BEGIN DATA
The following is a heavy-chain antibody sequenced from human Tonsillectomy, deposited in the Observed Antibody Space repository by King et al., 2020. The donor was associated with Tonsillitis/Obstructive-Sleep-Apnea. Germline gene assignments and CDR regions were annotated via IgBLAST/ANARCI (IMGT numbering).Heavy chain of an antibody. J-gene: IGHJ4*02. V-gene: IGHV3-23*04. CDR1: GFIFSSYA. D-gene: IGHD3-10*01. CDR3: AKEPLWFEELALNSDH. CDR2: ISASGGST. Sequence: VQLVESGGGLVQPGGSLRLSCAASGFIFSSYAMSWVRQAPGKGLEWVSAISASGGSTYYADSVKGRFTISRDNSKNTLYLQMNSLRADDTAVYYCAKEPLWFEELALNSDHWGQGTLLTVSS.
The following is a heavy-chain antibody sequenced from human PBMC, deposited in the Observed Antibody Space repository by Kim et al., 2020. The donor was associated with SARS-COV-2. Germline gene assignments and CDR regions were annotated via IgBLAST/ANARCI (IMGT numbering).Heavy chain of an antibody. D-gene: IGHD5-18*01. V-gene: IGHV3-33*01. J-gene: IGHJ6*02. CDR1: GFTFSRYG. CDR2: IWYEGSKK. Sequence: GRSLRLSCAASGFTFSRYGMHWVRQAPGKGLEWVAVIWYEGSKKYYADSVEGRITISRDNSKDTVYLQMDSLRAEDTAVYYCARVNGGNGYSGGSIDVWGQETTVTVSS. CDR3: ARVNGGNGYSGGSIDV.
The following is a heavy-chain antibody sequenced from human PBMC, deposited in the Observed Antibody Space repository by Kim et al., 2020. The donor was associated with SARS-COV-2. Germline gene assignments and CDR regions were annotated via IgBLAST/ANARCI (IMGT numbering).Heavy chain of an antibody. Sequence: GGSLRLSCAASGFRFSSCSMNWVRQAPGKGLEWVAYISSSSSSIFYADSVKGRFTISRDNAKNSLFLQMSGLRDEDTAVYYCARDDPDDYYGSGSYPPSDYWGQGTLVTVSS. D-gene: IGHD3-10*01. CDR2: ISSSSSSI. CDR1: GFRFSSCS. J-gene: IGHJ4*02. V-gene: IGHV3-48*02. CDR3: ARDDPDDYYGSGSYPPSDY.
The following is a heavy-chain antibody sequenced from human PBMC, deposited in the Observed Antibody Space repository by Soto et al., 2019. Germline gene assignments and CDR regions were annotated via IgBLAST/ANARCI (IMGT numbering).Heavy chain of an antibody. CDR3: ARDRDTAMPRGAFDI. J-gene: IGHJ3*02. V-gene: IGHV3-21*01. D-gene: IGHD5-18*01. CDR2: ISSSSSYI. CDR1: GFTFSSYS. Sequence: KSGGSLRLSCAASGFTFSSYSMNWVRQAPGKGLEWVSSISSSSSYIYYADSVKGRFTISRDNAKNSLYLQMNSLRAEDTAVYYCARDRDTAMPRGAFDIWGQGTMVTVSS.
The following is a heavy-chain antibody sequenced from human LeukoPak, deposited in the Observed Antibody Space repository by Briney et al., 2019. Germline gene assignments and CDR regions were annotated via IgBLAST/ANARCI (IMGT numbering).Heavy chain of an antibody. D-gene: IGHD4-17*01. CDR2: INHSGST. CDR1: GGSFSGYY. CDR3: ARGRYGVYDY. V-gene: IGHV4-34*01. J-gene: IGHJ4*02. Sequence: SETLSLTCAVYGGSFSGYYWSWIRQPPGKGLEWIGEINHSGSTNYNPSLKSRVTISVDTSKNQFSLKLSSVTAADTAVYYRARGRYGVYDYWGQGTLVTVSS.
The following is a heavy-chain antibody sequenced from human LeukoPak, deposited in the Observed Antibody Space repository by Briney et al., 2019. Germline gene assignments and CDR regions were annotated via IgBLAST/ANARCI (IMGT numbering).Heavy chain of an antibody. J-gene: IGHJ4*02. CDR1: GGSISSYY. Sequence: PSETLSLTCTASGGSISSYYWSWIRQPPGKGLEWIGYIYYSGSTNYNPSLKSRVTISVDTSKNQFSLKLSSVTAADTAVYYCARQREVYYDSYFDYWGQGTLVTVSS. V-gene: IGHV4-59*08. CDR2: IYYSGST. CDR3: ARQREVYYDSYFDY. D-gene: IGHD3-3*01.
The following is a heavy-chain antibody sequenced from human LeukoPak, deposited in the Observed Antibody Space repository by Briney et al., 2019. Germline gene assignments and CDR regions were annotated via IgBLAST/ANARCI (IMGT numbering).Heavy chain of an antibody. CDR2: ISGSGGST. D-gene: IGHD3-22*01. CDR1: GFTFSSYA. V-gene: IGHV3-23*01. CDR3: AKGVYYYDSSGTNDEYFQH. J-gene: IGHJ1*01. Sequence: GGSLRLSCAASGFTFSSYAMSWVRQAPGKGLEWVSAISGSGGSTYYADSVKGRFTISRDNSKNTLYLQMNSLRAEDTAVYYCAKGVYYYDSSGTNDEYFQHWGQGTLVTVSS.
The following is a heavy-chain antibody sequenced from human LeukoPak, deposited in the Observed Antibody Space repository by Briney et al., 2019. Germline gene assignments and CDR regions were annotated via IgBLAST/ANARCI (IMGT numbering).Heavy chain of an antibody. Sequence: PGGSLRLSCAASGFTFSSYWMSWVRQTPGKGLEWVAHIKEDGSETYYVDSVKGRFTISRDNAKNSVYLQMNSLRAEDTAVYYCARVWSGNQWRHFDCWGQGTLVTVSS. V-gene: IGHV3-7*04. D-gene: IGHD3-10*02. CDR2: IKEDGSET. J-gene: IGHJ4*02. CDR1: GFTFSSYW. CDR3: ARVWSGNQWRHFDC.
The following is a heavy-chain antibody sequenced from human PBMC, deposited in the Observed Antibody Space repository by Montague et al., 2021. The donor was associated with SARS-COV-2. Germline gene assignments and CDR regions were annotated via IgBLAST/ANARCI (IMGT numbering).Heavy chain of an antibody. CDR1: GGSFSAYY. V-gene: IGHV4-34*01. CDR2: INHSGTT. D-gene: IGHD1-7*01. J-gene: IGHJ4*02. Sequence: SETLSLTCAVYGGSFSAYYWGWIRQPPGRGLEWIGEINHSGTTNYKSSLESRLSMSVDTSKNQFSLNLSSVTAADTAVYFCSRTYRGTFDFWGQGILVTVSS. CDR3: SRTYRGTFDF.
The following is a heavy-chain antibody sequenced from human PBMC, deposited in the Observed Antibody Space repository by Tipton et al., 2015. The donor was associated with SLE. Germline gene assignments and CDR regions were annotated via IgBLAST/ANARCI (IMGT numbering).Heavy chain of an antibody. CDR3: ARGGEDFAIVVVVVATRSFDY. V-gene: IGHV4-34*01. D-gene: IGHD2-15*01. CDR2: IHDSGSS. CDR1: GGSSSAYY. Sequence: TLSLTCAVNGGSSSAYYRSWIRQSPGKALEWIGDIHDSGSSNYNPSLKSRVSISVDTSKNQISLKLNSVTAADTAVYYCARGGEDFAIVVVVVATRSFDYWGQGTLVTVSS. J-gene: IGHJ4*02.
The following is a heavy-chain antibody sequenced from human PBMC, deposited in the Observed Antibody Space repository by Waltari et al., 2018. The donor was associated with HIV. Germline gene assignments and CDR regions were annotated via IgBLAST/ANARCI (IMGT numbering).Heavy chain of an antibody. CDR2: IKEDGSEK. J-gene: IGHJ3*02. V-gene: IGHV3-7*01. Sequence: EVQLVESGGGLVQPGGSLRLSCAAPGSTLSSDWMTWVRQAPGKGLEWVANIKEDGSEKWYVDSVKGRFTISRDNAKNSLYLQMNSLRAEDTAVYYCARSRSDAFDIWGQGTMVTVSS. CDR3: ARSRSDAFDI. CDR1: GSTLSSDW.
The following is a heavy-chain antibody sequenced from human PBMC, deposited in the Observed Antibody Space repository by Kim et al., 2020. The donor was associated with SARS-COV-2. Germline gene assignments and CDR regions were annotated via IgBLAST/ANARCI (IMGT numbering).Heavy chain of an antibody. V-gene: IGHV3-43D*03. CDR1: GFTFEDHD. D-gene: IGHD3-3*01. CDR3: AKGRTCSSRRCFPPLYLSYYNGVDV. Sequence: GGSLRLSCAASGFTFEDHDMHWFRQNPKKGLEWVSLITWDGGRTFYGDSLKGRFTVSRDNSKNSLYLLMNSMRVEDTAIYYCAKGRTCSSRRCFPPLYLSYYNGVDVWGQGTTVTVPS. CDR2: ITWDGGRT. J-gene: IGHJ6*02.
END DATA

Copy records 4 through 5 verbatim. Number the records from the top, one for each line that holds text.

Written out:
The following is a heavy-chain antibody sequenced from human PBMC, deposited in the Observed Antibody Space repository by Soto et al., 2019. Germline gene assignments and CDR regions were annotated via IgBLAST/ANARCI (IMGT numbering).Heavy chain of an antibody. CDR3: ARDRDTAMPRGAFDI. J-gene: IGHJ3*02. V-gene: IGHV3-21*01. D-gene: IGHD5-18*01. CDR2: ISSSSSYI. CDR1: GFTFSSYS. Sequence: KSGGSLRLSCAASGFTFSSYSMNWVRQAPGKGLEWVSSISSSSSYIYYADSVKGRFTISRDNAKNSLYLQMNSLRAEDTAVYYCARDRDTAMPRGAFDIWGQGTMVTVSS.
The following is a heavy-chain antibody sequenced from human LeukoPak, deposited in the Observed Antibody Space repository by Briney et al., 2019. Germline gene assignments and CDR regions were annotated via IgBLAST/ANARCI (IMGT numbering).Heavy chain of an antibody. D-gene: IGHD4-17*01. CDR2: INHSGST. CDR1: GGSFSGYY. CDR3: ARGRYGVYDY. V-gene: IGHV4-34*01. J-gene: IGHJ4*02. Sequence: SETLSLTCAVYGGSFSGYYWSWIRQPPGKGLEWIGEINHSGSTNYNPSLKSRVTISVDTSKNQFSLKLSSVTAADTAVYYRARGRYGVYDYWGQGTLVTVSS.